This might mean sharing a bit about their credentials and the sophisticated effort that went into the pertinent research, the motives that drive the team or what they do to make sure they’re always listening to others’ views.

These trust-related communication objectives may be particularly important for making it more likely that someone will pay attention and think about what you have to say. For example, audience members may lack the motivation to truly listen to someone that they believe is dishonest or incompetent.

Similarly, if the goal is to promote behaviors, it helps to know what the audience thinks about those behaviors. Do they believe in the risks or benefits of what the research suggests? Which do they think about most? And what do they think their family and friends think and do – what social psychologists call subjective and descriptive norms? Do they think they even have the ability to do what’s being suggested or believe that doing so will make a difference?

It may also be important to know how the audience feels, what emotions are driving behavior and how they mentally frame the issue.

You can’t know everything about your audience

Of course it’s impossible to know everything about your audience. You can make educated bets – and you can also ask for help from a communication expert or longtime leader in your organization or a group you belong to. In our area of study, these might be the public information officers at universities or scientific societies. They want to help and the good ones are constantly tracking stakeholder views on various issues you might want to address.

There are also many things you probably can’t change about your audience through communication – like an individual’s core values – although these can affect how what you communicate gets interpreted. And that’s why you have to prioritize by being clear on your goals and starting with an understanding of your audience. Communication theory and formative research are meant to help with such strategizing.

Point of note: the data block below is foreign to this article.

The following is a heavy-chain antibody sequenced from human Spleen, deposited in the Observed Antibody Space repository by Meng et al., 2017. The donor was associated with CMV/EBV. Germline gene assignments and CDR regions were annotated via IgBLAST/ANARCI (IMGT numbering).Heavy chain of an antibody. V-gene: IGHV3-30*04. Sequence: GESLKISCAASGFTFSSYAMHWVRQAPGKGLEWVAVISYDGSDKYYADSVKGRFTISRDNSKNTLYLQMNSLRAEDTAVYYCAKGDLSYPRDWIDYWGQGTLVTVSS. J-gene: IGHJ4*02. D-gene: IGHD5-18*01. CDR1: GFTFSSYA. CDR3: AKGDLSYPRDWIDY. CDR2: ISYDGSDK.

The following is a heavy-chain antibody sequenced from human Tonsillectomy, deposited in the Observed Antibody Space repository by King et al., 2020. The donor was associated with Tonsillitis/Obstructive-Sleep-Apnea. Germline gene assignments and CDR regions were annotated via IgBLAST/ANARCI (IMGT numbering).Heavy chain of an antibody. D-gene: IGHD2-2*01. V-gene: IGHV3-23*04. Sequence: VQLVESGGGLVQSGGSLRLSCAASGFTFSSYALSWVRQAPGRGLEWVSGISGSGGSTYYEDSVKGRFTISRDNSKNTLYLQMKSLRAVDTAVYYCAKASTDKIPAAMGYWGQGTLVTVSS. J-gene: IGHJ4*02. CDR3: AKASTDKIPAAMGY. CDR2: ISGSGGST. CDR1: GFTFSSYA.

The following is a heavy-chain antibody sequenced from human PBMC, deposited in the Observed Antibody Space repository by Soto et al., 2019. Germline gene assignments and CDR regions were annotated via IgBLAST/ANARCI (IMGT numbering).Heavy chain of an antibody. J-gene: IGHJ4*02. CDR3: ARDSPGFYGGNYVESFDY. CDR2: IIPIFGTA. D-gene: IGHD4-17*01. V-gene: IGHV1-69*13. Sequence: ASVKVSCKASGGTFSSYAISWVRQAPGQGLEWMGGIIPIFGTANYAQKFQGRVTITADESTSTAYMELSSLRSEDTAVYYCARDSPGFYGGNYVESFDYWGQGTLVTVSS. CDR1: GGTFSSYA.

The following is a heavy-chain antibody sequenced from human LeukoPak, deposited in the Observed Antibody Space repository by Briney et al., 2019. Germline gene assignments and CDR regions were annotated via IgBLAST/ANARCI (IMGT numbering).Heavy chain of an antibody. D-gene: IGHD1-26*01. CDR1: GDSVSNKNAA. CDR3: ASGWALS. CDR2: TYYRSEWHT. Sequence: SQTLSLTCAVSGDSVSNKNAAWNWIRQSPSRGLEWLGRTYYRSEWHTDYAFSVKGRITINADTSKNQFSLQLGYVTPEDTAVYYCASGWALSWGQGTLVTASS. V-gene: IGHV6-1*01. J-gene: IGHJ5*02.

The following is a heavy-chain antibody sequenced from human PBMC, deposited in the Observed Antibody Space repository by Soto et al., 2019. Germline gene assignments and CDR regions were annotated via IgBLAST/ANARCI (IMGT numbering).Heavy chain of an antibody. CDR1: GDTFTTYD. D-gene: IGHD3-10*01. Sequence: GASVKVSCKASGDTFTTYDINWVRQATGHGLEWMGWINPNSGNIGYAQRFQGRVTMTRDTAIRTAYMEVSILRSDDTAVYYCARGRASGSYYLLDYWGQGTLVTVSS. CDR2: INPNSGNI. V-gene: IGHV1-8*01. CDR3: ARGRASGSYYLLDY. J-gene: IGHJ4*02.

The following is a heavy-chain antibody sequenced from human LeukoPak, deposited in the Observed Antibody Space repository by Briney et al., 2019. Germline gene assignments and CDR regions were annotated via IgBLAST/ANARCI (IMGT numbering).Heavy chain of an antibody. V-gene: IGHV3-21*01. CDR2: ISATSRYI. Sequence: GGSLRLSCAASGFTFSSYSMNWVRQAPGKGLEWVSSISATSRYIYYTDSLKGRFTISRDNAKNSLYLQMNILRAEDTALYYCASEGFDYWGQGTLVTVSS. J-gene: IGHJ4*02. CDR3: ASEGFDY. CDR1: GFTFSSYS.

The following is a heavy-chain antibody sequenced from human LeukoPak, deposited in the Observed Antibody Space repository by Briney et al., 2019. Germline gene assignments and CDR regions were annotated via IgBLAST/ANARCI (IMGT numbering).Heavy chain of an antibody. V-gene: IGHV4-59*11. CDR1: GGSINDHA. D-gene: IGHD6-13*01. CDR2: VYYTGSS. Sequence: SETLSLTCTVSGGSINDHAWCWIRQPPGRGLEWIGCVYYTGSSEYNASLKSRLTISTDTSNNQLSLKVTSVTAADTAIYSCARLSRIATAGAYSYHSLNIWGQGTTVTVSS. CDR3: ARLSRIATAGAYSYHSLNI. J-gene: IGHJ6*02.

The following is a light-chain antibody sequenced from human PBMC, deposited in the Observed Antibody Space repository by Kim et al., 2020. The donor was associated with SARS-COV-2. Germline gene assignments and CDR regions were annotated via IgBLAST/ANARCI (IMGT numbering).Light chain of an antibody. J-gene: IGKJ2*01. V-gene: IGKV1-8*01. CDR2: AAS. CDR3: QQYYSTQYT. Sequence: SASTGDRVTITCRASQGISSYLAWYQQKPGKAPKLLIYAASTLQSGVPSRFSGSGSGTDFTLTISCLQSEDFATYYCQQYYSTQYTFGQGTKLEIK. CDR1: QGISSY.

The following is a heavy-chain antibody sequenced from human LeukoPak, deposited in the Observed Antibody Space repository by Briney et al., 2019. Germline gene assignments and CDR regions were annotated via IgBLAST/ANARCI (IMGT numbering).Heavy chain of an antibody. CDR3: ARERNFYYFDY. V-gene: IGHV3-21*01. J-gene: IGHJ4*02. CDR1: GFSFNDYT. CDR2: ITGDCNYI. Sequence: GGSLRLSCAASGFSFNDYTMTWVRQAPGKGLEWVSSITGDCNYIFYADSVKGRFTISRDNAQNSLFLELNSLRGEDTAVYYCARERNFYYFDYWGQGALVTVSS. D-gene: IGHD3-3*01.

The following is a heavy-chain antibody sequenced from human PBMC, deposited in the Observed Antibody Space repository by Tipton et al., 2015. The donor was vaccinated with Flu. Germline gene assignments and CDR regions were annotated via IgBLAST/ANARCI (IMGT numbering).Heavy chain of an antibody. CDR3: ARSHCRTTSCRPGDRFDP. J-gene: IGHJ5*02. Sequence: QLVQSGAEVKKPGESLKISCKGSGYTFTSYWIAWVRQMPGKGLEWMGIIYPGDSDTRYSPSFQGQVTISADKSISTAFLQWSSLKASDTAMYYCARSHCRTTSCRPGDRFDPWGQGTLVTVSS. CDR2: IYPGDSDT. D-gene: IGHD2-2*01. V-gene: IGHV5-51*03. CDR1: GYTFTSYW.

John C. Besley is the Ellis N. Brandt Professor of Public Relations at Michigan State University. Anthony Dudo is an associate professor of advertising and public relations at the University of Texas at Austin.

View all posts by John C. Besley and Anthony Dudo

Related Articles

Second Edition of ‘The Evidence’ Examines Women and Climate Change
Bookshelf
March 29, 2024

Second Edition of ‘The Evidence’ Examines Women and Climate Change

Read Now
Did the Mainstream Make the Far-Right Mainstream?
Communication
February 27, 2024

Did the Mainstream Make the Far-Right Mainstream?

Read Now
The Use of Bad Data Reveals a Need for Retraction in Governmental Data Bases
Communication
February 1, 2024

The Use of Bad Data Reveals a Need for Retraction in Governmental Data Bases

Read Now
Safiya Noble on Search Engines
Social Science Bites
January 8, 2024

Safiya Noble on Search Engines

Read Now
Did Turing Miss the Point? Should He Have Thought of the Limerick Test?

Did Turing Miss the Point? Should He Have Thought of the Limerick Test?

David Canter is horrified by the power of readily available large language technology.

Read Now
The Silver Lining in Bulk Retractions

The Silver Lining in Bulk Retractions

This is the opening from a longer post by Adya Misra, the research integrity and inclusion manager at Social Science Space’s parent, Sage. The full post, which addresses the hows and the whys of bulk retractions in Sage’s academic journals, appears at Retraction Watch.

Read Now
Fake News, Misinformation Focus of New Microsite

Fake News, Misinformation Focus of New Microsite

A new Information Literacy Microsite from sage can be your new home for pressing research on the digital age and the ways to combat mis-, dis-, and misinformation.

Read Now
0 0 votes
Article Rating
Subscribe
Notify of
guest

This site uses Akismet to reduce spam. Learn how your comment data is processed.

0 Comments
Inline Feedbacks
View all comments